Death toll in Missouri rises to 116; 7 rescued
A massive tornado that tore a six-mile path across southwestern Missouri killed at least 116 people as it smashed the city of Joplin, ripping into a hospital, crushing cars and leaving behind only splintered tree trunks where entire neighborhoods once stood.
City Manager Mark Rohr announced the new death toll at a Monday afternoon news conference. He said seven people had been rescued, and Missouri Gov. Jay Nixon said he was “optimistic that there are still lives out there to be saved.”
Authorities warned that the death toll could climb as search-and-rescue workers continued their efforts. Their task was made more miserable early Monday by a new thunderstorm that brought strong winds, heavy rain and hail.
Much of the city’s south side has been leveled, with churches, schools, businesses and homes reduced to ruins by winds of up to 198 mph.
Jasper County Emergency Management Director Keith Stammer said about 2,000 buildings were damaged. Joplin Fire Chief Mitch Randles estimated the damage covered a quarter or more of the city of about 50,000 people some 160 miles south of Kansas City. He said his home was among those destroyed.
An unknown number of people were injured, and officials said patients were sent to any nearby hospitals that could take them.
Police officers staffed virtually every major intersection as ambulances screamed through the streets. Rescuers involved in a door-to-door searches moved gingerly around downed power lines and jagged debris, while survivors picked through the rubble of their homes, salvaging clothes, furniture, family photos and financial records, the air pungent with the smell of gas and smoking embers.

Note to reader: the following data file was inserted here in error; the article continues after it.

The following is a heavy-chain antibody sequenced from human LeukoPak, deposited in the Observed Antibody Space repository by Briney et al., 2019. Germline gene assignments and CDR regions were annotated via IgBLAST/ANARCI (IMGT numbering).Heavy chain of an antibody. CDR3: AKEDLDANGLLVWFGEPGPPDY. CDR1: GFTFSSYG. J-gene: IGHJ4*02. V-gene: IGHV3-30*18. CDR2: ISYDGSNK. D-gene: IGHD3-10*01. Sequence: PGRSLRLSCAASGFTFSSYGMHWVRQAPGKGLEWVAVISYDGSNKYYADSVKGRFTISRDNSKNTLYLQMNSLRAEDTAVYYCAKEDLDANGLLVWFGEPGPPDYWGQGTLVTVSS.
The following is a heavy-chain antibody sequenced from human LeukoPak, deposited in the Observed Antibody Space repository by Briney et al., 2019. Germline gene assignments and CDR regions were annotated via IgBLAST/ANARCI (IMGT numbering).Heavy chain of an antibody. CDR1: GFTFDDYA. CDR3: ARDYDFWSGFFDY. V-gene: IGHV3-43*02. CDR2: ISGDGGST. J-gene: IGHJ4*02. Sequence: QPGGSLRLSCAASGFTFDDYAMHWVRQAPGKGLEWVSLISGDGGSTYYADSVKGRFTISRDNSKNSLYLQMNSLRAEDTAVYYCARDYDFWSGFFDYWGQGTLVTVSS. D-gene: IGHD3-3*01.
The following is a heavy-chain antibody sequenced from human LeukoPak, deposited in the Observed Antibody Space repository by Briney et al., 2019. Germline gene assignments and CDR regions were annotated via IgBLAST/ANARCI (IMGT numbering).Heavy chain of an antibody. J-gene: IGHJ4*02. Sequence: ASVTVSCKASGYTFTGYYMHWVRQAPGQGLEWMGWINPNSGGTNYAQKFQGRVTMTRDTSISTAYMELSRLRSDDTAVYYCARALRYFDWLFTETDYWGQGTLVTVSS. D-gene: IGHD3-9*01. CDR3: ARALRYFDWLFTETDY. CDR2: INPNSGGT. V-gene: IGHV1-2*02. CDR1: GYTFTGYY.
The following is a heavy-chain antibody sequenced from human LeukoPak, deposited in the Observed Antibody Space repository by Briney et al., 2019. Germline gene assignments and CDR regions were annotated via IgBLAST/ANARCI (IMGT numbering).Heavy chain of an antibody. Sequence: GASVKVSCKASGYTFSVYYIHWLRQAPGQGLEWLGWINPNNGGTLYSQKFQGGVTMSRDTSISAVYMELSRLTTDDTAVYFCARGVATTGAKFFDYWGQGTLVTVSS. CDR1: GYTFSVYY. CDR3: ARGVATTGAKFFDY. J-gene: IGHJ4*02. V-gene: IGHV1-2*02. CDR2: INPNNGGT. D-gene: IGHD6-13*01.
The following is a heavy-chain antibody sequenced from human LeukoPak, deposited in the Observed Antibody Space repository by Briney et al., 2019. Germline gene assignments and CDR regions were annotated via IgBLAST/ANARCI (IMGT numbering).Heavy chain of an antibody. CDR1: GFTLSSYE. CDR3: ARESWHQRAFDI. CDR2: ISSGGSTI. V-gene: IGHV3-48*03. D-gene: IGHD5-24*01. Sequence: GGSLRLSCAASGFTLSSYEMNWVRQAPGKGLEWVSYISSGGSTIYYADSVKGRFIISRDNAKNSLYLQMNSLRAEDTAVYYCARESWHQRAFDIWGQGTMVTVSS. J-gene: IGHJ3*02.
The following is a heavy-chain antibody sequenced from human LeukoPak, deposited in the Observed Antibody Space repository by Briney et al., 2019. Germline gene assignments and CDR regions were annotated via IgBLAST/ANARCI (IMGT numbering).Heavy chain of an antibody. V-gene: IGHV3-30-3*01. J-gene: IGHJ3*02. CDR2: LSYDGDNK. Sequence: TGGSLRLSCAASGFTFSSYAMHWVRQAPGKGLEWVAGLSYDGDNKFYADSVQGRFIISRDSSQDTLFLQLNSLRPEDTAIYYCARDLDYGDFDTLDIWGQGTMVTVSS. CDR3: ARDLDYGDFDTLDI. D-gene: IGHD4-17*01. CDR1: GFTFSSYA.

Some neighborhoods were completely flattened and the leaves stripped from trees, giving the landscape an apocalyptic aura. In others where structures still stood, families found their belongings jumbled as if someone had picked up their homes and shaken them.
Nixon had said earlier that he feared the death toll would rise but expected survivors to be found in the rubble.
“I don’t think we’re done counting,” Nixon told The Associated Press, adding, “I still believe that because of the size of the debris and the number of people involved that there are lives to be saved.”
The National Weather Service’s director, Jack Hayes, says the storm was given a preliminary label as an EF4 — the second-highest rating given to twisters. The rating is assigned to storms based on the damage they cause. Hayes said the storm had winds of 190 to 198 miles per hour. At times, the storm was three-quarters of a mile wide.
Crews found bodies in vehicles the storm had flipped over, torn apart and left crushed like empty cans. Triage centers and temporary shelters quickly filled to capacity. At Memorial Hall, a downtown entertainment venue, emergency workers treated critically injured patients.
At another makeshift unit at a Lowe’s home-improvement store, wooden planks served as beds. Outside, ambulances and fire trucks waited for calls. In the early hours of the morning, emergency vehicles were scrambling nearly every two minutes.
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